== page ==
In this month of May which is the month of our Blessed Lady, Mary the Mother of Jesus Christ our Lord, and Saviour we place all the children of the world in her care. One may well ask why? Mary who is our Spiritual Mother, leads us to her son Jesus Christ; she is like a good fisherman who lets the line out so far but who knows when to reel it in. Mary protects us and teaches us the right way to live our lives.

Mary's life and Mission

The story of Mary is so inextricably entwined with the story of Jesus and our faith, as to be almost one. She was His mother, gentle guide and companion until his death. In the bible, in our mass devotion to her and in her apparations, she has been revealed to us as a unique person or entity in herself. The human side of her is evident, enabling us to empathise with her role, her own challenges and tasks; as we believe that she empathises with us.

Mary, her parents, and Joseph were incredibly brave people; brave to the point of being divinely driven by the Holy Spirit, guiding them on their mission. After the Annunciation, Lk 1:26-38 Mary at some point had to inform her parents that she was pregnant. And you could imagine a tense scene not so long ago in Ireland if a young girl sat her unsuspecting parents down to tell them that she was expecting. Would she have been placed in the care of the Holy Sisters? Would she have been placed in the care of a relation abroad?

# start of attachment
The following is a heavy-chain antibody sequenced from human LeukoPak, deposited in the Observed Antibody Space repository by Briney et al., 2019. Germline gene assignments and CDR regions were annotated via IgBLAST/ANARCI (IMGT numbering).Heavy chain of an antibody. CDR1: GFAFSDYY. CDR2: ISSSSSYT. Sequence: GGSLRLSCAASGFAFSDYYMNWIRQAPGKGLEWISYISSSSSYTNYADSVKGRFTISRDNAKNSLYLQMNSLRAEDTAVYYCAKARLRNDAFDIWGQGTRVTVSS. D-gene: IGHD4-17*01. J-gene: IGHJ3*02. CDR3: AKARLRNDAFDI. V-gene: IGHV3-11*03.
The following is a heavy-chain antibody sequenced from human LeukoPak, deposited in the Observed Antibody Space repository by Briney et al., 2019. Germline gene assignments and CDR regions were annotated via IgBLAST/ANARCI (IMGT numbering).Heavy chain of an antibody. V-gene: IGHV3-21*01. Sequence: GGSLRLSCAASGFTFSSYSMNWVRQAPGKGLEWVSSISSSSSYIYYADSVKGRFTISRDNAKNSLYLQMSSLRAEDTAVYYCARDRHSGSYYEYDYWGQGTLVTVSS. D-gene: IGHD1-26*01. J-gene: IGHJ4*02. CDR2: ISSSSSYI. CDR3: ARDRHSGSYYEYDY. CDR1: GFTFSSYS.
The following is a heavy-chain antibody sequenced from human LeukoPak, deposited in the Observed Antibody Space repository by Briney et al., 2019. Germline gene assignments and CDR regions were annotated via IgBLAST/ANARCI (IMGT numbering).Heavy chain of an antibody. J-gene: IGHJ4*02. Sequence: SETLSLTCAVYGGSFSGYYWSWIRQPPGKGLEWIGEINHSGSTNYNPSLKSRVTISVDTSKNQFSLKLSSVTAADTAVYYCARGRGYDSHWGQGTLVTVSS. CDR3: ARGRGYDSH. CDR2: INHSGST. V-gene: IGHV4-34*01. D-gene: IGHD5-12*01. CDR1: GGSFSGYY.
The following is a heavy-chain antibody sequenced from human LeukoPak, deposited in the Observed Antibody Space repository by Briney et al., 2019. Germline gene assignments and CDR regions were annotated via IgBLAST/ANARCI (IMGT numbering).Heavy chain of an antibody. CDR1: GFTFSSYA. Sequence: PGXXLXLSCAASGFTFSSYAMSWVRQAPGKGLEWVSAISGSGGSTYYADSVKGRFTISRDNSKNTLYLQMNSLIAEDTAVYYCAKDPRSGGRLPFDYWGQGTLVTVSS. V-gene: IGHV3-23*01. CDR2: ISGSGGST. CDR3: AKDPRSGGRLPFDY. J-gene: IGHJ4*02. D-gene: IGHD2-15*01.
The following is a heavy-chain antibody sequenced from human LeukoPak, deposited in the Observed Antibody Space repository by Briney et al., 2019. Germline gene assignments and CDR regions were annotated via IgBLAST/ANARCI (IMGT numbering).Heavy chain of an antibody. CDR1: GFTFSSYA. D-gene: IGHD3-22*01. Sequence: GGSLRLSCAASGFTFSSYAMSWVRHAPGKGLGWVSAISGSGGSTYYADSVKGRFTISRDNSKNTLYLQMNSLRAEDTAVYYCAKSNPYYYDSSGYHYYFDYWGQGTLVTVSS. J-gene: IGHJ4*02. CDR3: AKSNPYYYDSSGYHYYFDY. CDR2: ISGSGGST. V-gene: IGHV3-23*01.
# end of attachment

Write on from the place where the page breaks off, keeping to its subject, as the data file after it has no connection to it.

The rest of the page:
Mary knew that she was on a predetermined path, but perhaps this did not preclude her having concerns about the impact of her news upon Joseph, her bethroated. Indeed, the honest fellow displayed his instinctive human reaction when he initially withdrew from the marriage arrangement, illustrating just how real this scenario must have been. But, after the Angel appeared to him in a dream, Joseph stayed and never walked away, again. Mt. 1:18-24